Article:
Scott, who has endured much trial with back pain this year, is doing better, praise God!  He has been able to run a bit and had even played basketball a couple times.  You may remember the never-ending mattress saga. . .  Well, we’ve had the desk saga, too, and since he works three days in Springfield and two at home, all the desk changes get duplicated.  Some of the desk changes were related to the arm pain he developed in June, and some have been for his back.  So far he’s had:

The regular desk with a regular chair and the regular monitor

The tri-level desk (lower keyboard, higher monitor) regular desk with the regular chair and a monster monitor (think flat screen TV on your desk)

The tri-level desk with a bar stool and the monster monitor

The tri-level desk raised up on cinder blocks with no chair (he just stood) and the monster monitor

The tri-level desk at normal height with a kneeling chair and the monster monitor

So far, so good!  = )

We all six got to be together over google chat a couple nights ago.  Jessica was about to head out to help lead the FEET team on their ten-week foray into four countries, three of which are India, Cambodia, and Thailand, and the fourth of which is a closed country and therefore in that special category called, “the places of which we do not speak.”  She is quite excited and eager to get going and we are confident that God will do incredible (literally incredible) things with, through, and on behalf of this great team!  This trip is a sweet redemption from stuff in the past.

It was super for Scott, Andrew, and me to see Jessica (so happy), Katie (“Of course I made them; I don’t BUY cookies!”), and Josiah (“the beard could do with a neck trim”) and get to listen to all of them.  What a family!!!

Scott is leading a small group of men every other Tuesday night.  We think this is good for the men and it gives Andrew and me a little break, as well.  It is one of those exceedingly rare 90-minute time periods in which the Skink is NOT watching the Red Sox.

My tomatoes are producing nicely.  “Nicely” means we have enough for us to eat as desired, enough to give Pastor Barb at least weekly, and enough to share with other folks from time to time.  The Big Beef have the best tomato taste, but the Early Girls are also good.  I have no tomato complaints, at least not at this time.

My red peppers FINALLY ripened in September, but they have been getting these nasty soft spots that I can’t explain or get rid of.  I sent Jessica a pack of them – since the main reason I grew them, and started them so very early was so they would ripen while she was here in July and August, but no! – but even though they arrived in only a little over a week, they were moldy.  I think I will skip red peppers next year.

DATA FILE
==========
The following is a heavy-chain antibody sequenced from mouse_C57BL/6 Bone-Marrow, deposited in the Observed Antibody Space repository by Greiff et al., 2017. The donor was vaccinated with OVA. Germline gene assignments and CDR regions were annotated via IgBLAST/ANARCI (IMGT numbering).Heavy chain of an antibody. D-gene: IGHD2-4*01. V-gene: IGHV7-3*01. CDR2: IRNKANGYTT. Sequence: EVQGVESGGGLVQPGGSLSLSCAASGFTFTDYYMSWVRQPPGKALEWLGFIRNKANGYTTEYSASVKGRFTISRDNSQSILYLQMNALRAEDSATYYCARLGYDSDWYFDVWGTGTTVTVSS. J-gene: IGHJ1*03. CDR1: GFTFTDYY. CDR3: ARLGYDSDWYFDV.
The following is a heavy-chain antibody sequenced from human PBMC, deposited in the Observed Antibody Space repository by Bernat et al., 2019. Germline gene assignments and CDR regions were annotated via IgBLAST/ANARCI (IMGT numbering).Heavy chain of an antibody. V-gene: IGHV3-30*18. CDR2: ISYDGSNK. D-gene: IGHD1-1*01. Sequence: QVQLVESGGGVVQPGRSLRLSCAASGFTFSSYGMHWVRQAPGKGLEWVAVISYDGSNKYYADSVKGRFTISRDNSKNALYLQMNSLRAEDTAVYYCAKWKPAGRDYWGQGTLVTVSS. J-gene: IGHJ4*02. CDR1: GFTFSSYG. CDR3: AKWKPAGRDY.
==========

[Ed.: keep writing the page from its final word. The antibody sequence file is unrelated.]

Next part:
Our neighbors down the road are gah gah for jalapenos, so after I use the one per week I need to make salsa, I give them the other ten or so, and they eat them like candy.  Hard to believe, but true.

We had a guest minister at church on Sunday – some bag lady with really bad teeth from Toad Suck, Arkansas.  She found it grand that Scott and I have been to Toad Suck – we’ve done Toad Suck Daze and seen Toad Suck Ferry lock and Dam, and the whole bit.  Comes of having been students at Hendrix.  Anyway, this woman was a scream.  We all laughed so hard we almost cried, and she gave one woman in the congregation a Depends, ’cause the poor lady was about to bust a gut laughing.  Then that lady saw ME laughing and gave me her protection.  Sheesh.  That made me laugh even harder.  You never know who will show up or what will happen at church.

I think that’s all for now.  I will go get supper ready for Scott.  We need to eat on time tonight, because Andrew and I have choir practice tonight.

What means the screen?

This morning, I was greeting at church, which means that for the better part of an hour, I stood in front of the glass doors and welcomed people as they came to church.  At about twenty till, a friend of mine who’s probably in her sixties, came in.  We greeted each other, hugged, and I gave her a bulletin.  As she walked past me toward the sanctuary, she paused, looked around the foyer, looked over her shoulder at me, motioned back and forth with one hand palm up, and shook her head.  Then she went on in.

At first I didn’t realize what she was getting at, but a few minutes later I put it all together.  As more families arrived, many of the adults headed either into the sanctuary, to the bathroom, or to one of the children’s classes where they’d be serving, but the kids were, for the most part, hanging out in the foyer where I, the woman at the door, got to be a fly on the wall observing youth behavior.

Of our own children, Katie and Jessica live out of town, and Josiah is away at college, so Andrew was the only Roberts offspring present at church this morning, and he was in the sanctuary for worship practice while I was made the following (disturbing to me) observation.

As I briefly turned my back to the door and scanned the foyer, I saw that two five year-old girls were seated on the floor heads bent over an iPad that was plugged into the wall.  Three boys – eleven, thirteen, and fifteen years old – were seated in a row on the pew along the wall, each fully focused on his own handheld device.  A fourteen year-old boy came in and leaned on the information counter, intently touch-padding his phone.  A nine year-old boy wearing ear buds walked past, holding his device in front of his face.